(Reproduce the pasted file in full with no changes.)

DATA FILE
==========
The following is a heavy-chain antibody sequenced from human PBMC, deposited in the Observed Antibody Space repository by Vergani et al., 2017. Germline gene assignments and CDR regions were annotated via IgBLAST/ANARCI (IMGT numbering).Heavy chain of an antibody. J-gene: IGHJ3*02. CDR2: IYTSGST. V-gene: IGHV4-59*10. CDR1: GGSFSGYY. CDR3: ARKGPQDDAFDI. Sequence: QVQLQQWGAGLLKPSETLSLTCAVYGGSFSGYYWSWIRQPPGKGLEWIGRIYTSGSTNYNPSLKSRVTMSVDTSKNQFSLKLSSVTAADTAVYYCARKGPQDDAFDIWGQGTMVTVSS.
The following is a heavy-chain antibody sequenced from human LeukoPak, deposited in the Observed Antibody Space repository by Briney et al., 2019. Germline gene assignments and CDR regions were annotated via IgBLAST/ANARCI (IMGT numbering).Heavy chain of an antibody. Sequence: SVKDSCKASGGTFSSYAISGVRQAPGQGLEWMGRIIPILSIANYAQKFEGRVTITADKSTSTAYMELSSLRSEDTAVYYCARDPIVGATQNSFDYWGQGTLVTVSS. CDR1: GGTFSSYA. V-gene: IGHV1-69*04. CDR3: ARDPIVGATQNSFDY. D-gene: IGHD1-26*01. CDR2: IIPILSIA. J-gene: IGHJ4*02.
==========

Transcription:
The following is a heavy-chain antibody sequenced from human PBMC, deposited in the Observed Antibody Space repository by Vergani et al., 2017. Germline gene assignments and CDR regions were annotated via IgBLAST/ANARCI (IMGT numbering).Heavy chain of an antibody. J-gene: IGHJ3*02. CDR2: IYTSGST. V-gene: IGHV4-59*10. CDR1: GGSFSGYY. CDR3: ARKGPQDDAFDI. Sequence: QVQLQQWGAGLLKPSETLSLTCAVYGGSFSGYYWSWIRQPPGKGLEWIGRIYTSGSTNYNPSLKSRVTMSVDTSKNQFSLKLSSVTAADTAVYYCARKGPQDDAFDIWGQGTMVTVSS.
The following is a heavy-chain antibody sequenced from human LeukoPak, deposited in the Observed Antibody Space repository by Briney et al., 2019. Germline gene assignments and CDR regions were annotated via IgBLAST/ANARCI (IMGT numbering).Heavy chain of an antibody. Sequence: SVKDSCKASGGTFSSYAISGVRQAPGQGLEWMGRIIPILSIANYAQKFEGRVTITADKSTSTAYMELSSLRSEDTAVYYCARDPIVGATQNSFDYWGQGTLVTVSS. CDR1: GGTFSSYA. V-gene: IGHV1-69*04. CDR3: ARDPIVGATQNSFDY. D-gene: IGHD1-26*01. CDR2: IIPILSIA. J-gene: IGHJ4*02.